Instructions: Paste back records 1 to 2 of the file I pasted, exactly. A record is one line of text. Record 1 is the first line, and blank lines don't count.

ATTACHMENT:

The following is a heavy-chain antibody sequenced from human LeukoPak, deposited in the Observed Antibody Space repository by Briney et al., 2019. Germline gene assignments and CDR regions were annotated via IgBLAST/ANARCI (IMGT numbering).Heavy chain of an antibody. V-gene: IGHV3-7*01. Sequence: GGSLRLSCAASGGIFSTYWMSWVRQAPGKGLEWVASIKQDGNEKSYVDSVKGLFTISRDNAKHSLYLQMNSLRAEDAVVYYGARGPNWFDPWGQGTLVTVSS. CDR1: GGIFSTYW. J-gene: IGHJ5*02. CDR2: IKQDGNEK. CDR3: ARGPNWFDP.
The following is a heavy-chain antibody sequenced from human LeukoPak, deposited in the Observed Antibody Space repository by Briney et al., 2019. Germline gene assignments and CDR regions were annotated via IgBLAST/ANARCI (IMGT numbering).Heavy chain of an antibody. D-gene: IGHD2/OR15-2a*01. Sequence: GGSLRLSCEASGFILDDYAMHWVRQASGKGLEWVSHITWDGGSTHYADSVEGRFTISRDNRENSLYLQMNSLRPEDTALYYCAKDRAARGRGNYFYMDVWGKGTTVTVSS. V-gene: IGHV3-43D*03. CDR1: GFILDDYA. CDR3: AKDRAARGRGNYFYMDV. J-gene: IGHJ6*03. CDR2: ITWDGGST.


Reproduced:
The following is a heavy-chain antibody sequenced from human LeukoPak, deposited in the Observed Antibody Space repository by Briney et al., 2019. Germline gene assignments and CDR regions were annotated via IgBLAST/ANARCI (IMGT numbering).Heavy chain of an antibody. V-gene: IGHV3-7*01. Sequence: GGSLRLSCAASGGIFSTYWMSWVRQAPGKGLEWVASIKQDGNEKSYVDSVKGLFTISRDNAKHSLYLQMNSLRAEDAVVYYGARGPNWFDPWGQGTLVTVSS. CDR1: GGIFSTYW. J-gene: IGHJ5*02. CDR2: IKQDGNEK. CDR3: ARGPNWFDP.
The following is a heavy-chain antibody sequenced from human LeukoPak, deposited in the Observed Antibody Space repository by Briney et al., 2019. Germline gene assignments and CDR regions were annotated via IgBLAST/ANARCI (IMGT numbering).Heavy chain of an antibody. D-gene: IGHD2/OR15-2a*01. Sequence: GGSLRLSCEASGFILDDYAMHWVRQASGKGLEWVSHITWDGGSTHYADSVEGRFTISRDNRENSLYLQMNSLRPEDTALYYCAKDRAARGRGNYFYMDVWGKGTTVTVSS. V-gene: IGHV3-43D*03. CDR1: GFILDDYA. CDR3: AKDRAARGRGNYFYMDV. J-gene: IGHJ6*03. CDR2: ITWDGGST.